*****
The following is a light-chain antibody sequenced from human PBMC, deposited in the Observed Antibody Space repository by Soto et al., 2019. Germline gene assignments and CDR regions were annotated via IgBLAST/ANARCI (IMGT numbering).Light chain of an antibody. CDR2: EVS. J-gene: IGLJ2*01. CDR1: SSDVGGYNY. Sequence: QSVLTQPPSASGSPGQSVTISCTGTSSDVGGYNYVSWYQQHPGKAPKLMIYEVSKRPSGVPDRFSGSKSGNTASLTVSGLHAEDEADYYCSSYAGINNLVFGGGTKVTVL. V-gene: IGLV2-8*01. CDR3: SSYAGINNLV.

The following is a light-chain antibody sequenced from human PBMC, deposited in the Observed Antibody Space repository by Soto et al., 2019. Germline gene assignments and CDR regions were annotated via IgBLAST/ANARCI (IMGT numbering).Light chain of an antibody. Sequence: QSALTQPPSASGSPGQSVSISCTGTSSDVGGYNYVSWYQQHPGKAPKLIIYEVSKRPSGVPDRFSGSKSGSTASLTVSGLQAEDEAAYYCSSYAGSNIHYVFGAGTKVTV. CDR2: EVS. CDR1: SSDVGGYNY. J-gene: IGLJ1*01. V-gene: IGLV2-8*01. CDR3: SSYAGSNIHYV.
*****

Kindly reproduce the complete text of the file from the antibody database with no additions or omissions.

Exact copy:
The following is a light-chain antibody sequenced from human PBMC, deposited in the Observed Antibody Space repository by Soto et al., 2019. Germline gene assignments and CDR regions were annotated via IgBLAST/ANARCI (IMGT numbering).Light chain of an antibody. CDR2: EVS. J-gene: IGLJ2*01. CDR1: SSDVGGYNY. Sequence: QSVLTQPPSASGSPGQSVTISCTGTSSDVGGYNYVSWYQQHPGKAPKLMIYEVSKRPSGVPDRFSGSKSGNTASLTVSGLHAEDEADYYCSSYAGINNLVFGGGTKVTVL. V-gene: IGLV2-8*01. CDR3: SSYAGINNLV.

The following is a light-chain antibody sequenced from human PBMC, deposited in the Observed Antibody Space repository by Soto et al., 2019. Germline gene assignments and CDR regions were annotated via IgBLAST/ANARCI (IMGT numbering).Light chain of an antibody. Sequence: QSALTQPPSASGSPGQSVSISCTGTSSDVGGYNYVSWYQQHPGKAPKLIIYEVSKRPSGVPDRFSGSKSGSTASLTVSGLQAEDEAAYYCSSYAGSNIHYVFGAGTKVTV. CDR2: EVS. CDR1: SSDVGGYNY. J-gene: IGLJ1*01. V-gene: IGLV2-8*01. CDR3: SSYAGSNIHYV.